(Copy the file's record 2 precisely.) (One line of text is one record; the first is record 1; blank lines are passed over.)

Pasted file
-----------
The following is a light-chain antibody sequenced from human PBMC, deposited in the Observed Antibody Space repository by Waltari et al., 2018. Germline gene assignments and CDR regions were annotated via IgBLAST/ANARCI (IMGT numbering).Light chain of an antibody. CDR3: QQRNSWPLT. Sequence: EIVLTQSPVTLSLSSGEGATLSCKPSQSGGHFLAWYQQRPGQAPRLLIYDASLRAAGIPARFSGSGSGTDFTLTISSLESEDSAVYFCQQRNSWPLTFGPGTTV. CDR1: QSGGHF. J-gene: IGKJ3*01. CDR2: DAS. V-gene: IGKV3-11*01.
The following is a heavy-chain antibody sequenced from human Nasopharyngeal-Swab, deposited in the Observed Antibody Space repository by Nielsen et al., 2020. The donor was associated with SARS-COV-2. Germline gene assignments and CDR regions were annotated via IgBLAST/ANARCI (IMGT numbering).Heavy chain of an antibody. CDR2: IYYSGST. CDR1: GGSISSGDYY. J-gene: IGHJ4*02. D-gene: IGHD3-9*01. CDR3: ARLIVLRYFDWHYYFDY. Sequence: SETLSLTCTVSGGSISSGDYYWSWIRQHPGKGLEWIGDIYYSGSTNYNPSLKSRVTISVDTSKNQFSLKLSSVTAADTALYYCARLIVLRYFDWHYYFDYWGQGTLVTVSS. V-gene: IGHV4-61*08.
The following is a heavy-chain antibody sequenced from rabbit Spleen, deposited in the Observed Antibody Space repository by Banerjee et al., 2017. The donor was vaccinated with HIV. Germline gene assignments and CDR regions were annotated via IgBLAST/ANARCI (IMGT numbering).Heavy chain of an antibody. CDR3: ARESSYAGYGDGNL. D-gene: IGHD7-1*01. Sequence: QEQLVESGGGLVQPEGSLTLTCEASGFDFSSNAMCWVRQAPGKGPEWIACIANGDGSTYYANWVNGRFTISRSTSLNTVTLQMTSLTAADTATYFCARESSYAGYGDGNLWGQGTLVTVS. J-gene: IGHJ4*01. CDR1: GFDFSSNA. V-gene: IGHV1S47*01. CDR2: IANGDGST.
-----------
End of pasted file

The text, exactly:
The following is a heavy-chain antibody sequenced from human Nasopharyngeal-Swab, deposited in the Observed Antibody Space repository by Nielsen et al., 2020. The donor was associated with SARS-COV-2. Germline gene assignments and CDR regions were annotated via IgBLAST/ANARCI (IMGT numbering).Heavy chain of an antibody. CDR2: IYYSGST. CDR1: GGSISSGDYY. J-gene: IGHJ4*02. D-gene: IGHD3-9*01. CDR3: ARLIVLRYFDWHYYFDY. Sequence: SETLSLTCTVSGGSISSGDYYWSWIRQHPGKGLEWIGDIYYSGSTNYNPSLKSRVTISVDTSKNQFSLKLSSVTAADTALYYCARLIVLRYFDWHYYFDYWGQGTLVTVSS. V-gene: IGHV4-61*08.